“Just because we’re good people doesn’t mean we won’t kill you.”
Watching the previous episode, I had cause to remark that, after all the shit our heroes have been through, it was about time they caught a break. In this week’s ep, it seemed that that break had turned up in spades. The only trouble was, with Rick and the gang so hardened from their experiences in the post-apocalypse wilderness, could they find it in themselves to trust their luck?
Thus far at least, it looks like this is a pretty straight adaptation of the corresponding storyline in the comics. Last week’s surprise interloper Aaron (Ross Marquand) had indeed brought “good news” – a secure community nearby on the outskirts of Washington DC, which they wanted our gang to join. But is he on the level? Rick’s scepticism was entirely justified, given the communities they’ve encountered since The End. Grady Memorial was a seething hotbed of political tension, Woodbury was far from the idyllic sanctuary it seemed, and Terminus… well, those guys just wanted to eat people.
So it was understandable that the seemingly well-intentioned Aaron was met with suspicion and downright hostility – from Rick at least. This ep had our heroes given cause to ruminate on what they’d become after all that time wandering in the Walker-infested wilderness. Trudging through rural Virginia in search of proof for Aaron’s story, Glenn vocalised what we’d surely all been thinking – “why would they want us, if they know everything we’ve done?”
Surprisingly it was Michonne who saw the positive side of things, recognising that they’d valued human life when they had no particular reason to – Gabriel, Tara, even herself. But then, the TV version of Michonne has been, from the beginning, a pretty shrewd judge of character. After all, she recognised long before the wilfully blind Andrea that the Governor was a raving nutjob.
She’s also been the one who’s most conspicuously, over recent weeks, been yearning for a place to settle down, instead of just ‘existing’ in their rootless wanderings through the rural South. It’s been notable, since the show’s mid-season return, that the guys were obviously on the verge of a full-on mental collapse. As Michonne herself put it a couple of weeks ago, “you can be out here too long”.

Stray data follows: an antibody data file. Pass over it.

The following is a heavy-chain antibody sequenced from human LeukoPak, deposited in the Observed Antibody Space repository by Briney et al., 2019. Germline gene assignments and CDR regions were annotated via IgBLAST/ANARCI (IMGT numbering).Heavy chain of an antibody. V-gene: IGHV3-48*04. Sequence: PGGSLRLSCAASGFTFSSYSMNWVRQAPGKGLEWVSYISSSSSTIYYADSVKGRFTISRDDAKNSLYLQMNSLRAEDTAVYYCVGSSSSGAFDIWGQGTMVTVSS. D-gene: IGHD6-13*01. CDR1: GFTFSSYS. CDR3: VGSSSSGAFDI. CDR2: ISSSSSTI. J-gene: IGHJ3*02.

The promise – finally, thankfully – of something better was a light at the end of the tunnel of this show’s unrelenting bleakness. And, truly, it was about time the show went in a new direction. There’s only so much wandering through the woods encountering dodgy settlements and shambling Walkers the show can do without it becoming repetitive; some would say it passed that point a while back.
Unsurprisingly though, after the recurring musings on how far our ‘heroes’ have come from the civilised people they used to be, the overriding theme of Seth Hoffman’s script was whether they could come back from that. Of all of them, Rick seemed the most far gone, and the most unwilling to trust. His tribal protection instinct for his own – “my family”, as he significantly called them – has led him to some very dark places over the past few seasons. The question the script posited was, had he gone so far from the man he used to be that he simply couldn’t belong back in a civilised world?
There were terrific performances from all the cast in this ep (those who managed to get lines out of such a large ensemble), but really, the ep belonged to Andrew Lincoln and Danai Gurira, as the two opposing viewpoints on the matter. It was notable that, in a real way, they’d swapped places; the formerly reasonable Rick (now a man prepared to tear out enemies’ throats with his teeth) almost feral, while the previously cynical, taciturn Michonne hoped and trusted in something better.
It remains to be seen whether (as in the comics) the settlement of Alexandria will indeed be the safe haven Michonne has been yearning for in recent weeks. First though, Rick’s mistrust would lead the gang through dangerous, Walker-infested territory. While I’ve welcomed the inward-looking deconstruction of the characters in recent weeks, a return to straightforward bloody action was welcome at this point – and Larysa Kondracki’s excellent direction served up action and gore to rival previous crownholder Greg Nicotero.